Refugees started arriving at the Catholic mission on September 8. A week later there were already 15,000 here. Since the escalation of violence between the Séléka and ‘anti-Balaka’ militia, refugees have been arriving every day. According to Caritas [a Catholic relief organisation], there are around 39,000 displaced persons contained in a four hectare area, with the majority of them being women and children.
The sanitary conditions are extremely poor, and a lot of the refugees are living with cattle they brought here. Until mid-September, most refugees had no shelter and were left completely exposed to the elements. Now, the Red Cross and UNICEF have brought tarps with which refugees have built tents, and toilet facilities have been installed. The premises of the Catholic mission here have been left at their disposal. Some have even taken refuge in the pig pen! These are desperate people seeking refuge from the current instability of the region.
“Famine is a serious threat at the moment”
The security situation is dire. Not a day goes by without someone being killed. Most men refuse to leave the area for fear of being kidnapped by the Séléka and being accused of being ‘anti-Balaka’ members. So mostly it's the women who leave the zone in hope of finding food and supplies, but they end up having to pay bribes on their way. And as agriculture and harvesting have been interrupted by the conflict, famine is a serious threat at the moment. We have made requests to the FAO [the Food and Agriculture Organization of the United Nations] for basic supplies.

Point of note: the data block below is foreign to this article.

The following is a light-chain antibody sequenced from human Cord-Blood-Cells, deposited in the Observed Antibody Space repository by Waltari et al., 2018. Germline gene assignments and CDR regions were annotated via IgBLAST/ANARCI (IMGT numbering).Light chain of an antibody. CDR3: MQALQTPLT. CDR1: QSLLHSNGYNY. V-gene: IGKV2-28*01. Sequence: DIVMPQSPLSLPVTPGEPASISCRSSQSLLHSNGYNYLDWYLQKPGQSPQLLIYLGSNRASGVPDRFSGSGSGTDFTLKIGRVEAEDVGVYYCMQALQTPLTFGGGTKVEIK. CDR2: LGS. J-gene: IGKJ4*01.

On a visit here three days ago, Prime Minister Nicolas Tiangaye pledged to clear out Séléka rebels and strengthen FOMAC forces. I hope with all my heart that he will keep his promise. Because if he doesn't, the situation will become catastrophic.